By Emma Rowley4:46PM BST 06 Jun 2012 France’s new socialist government cut the country’s retirement age in the face of the eurozone’s deepening crisis, citing “social justice” to explain a move that goes against austerity efforts across the region. Workers who entered employment aged 18 will be able to retire at 60 rather than 62,…
May 17, 2012
THE ROVING EYE
Will ‘Onshela’ save Europe?
By Pepe Escobar
History will register his plane struck by lightning on the way to Berlin, no fancy kisses, and asparagus with veal schnitzel on the menu. This is the way the eurozone ends (…
Francois Hollande was elected France’s first Socialist president in nearly two decades on Sunday, dealing a humiliating defeat to incumbent Nicolas Sarkozy and shaking up European politics. The result will have major implications for Europe as it struggles to emerge from a financial crisis and for…
The GuardianGermans Back Merkel's Austerity Plan, Want Sarkozy Win – PollWall Street JournalBERLIN (Dow Jones)–The majority of Germans support Chancellor Angela Merkel's austerity program and favor Nicolas Sarkozy to remain as president of Fra…
Short-term corporate thinking has been blamed for many of America’s economic ills.
With little foresight beyond next year, management sometimes closes down plants and fudges accounting to make this year’s earnings look better and boost the stock price.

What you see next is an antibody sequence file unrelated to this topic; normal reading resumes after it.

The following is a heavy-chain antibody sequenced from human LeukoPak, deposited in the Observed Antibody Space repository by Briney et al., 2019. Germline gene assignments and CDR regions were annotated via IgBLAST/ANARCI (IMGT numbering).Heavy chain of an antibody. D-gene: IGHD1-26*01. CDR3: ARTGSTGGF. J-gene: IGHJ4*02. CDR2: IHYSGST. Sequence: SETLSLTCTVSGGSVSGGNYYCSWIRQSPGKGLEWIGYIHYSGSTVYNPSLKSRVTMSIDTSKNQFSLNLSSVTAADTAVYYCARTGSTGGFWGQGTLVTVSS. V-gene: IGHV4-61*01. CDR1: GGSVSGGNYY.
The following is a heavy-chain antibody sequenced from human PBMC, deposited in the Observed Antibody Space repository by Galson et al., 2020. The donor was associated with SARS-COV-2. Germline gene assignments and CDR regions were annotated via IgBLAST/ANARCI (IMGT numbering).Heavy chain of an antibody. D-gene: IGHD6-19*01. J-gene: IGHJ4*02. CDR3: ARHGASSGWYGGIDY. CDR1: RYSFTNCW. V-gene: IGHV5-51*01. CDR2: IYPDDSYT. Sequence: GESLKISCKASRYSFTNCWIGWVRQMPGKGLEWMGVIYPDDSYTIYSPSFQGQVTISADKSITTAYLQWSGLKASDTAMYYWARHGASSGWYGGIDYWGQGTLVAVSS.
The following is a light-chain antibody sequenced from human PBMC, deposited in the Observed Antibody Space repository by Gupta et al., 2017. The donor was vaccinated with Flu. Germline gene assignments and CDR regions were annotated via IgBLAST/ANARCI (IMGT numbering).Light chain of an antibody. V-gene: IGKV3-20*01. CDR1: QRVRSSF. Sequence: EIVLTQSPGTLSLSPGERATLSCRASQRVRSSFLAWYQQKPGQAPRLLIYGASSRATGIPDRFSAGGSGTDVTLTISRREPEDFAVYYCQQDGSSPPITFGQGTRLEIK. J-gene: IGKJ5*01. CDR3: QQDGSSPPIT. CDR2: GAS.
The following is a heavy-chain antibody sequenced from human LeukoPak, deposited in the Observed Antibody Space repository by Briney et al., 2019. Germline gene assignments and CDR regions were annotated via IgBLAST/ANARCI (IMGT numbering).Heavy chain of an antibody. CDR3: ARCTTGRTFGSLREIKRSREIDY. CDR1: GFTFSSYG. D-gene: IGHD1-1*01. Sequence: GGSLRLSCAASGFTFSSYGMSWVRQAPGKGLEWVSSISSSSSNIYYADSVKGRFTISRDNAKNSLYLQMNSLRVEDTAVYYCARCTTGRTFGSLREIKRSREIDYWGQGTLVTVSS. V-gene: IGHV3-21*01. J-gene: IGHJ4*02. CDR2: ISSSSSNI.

Often, it is simply because management is excessively rewarded by short-term incentives such as stock options.
While investors might benefit from these shenanigans in the short-run, a new study points out the long-term effects are frequently negative.
A new Harvard Business School study entitled “Short-termism, Investor Clientele and Firm Risk” has shown that short-termism is bad for investors increasing their risks without any corresponding increase in returns.
In other words, risk and the short-term thinking usually go hand in hand.
Breaking Down the Conference Call
The study used a very interesting method to find out which companies are short-term oriented or more risky.
Commentators are wringing their hands again, worried the troubles in Spain could cause the whole euro project to collapse. As a result, all eyes are now on Spanish 10-year debt yields, which went above 6% last week as the threat of euro-chaos returned. But it’s not Spain the markets should be worried about.
On the bright side, stocks could’ve done a whole lot worse given the persistent deterioration in Europe. First, the scoreboard:
Dow: -25.6 pts, -0.2%
S&P 500: -3.1 pts, -0.3%
NASDAQ: -18.5 pts, -0.8%
And now, the top stories:
After being closed f…
Regime Change in Europe: Do Greece and Italy Amount to a Bankers’ Coup?
By Stephan Faris Friday, Nov. 11, 2011
The voice of the people isn’t something the markets seem to want to hear these days. First…
Europe Might Have Blown Last Chance to End Its Crisis: View
By the Editors Oct 30, 2011 7:00 PM ET 26
After an initial bounce, markets demonstrated a lack of confidence in Europe’s resolve to protect solvent governments from the financial malaise a…
Merkel: No Decisions Today, Announcement expected Wednesday
by CalculatedRisk on 10/23/2011 02:10:00 PM
From MarketWatch: Final agreement on package of measures expected Wednesday
“Today, we will not undertake any decisions, but will undertake p…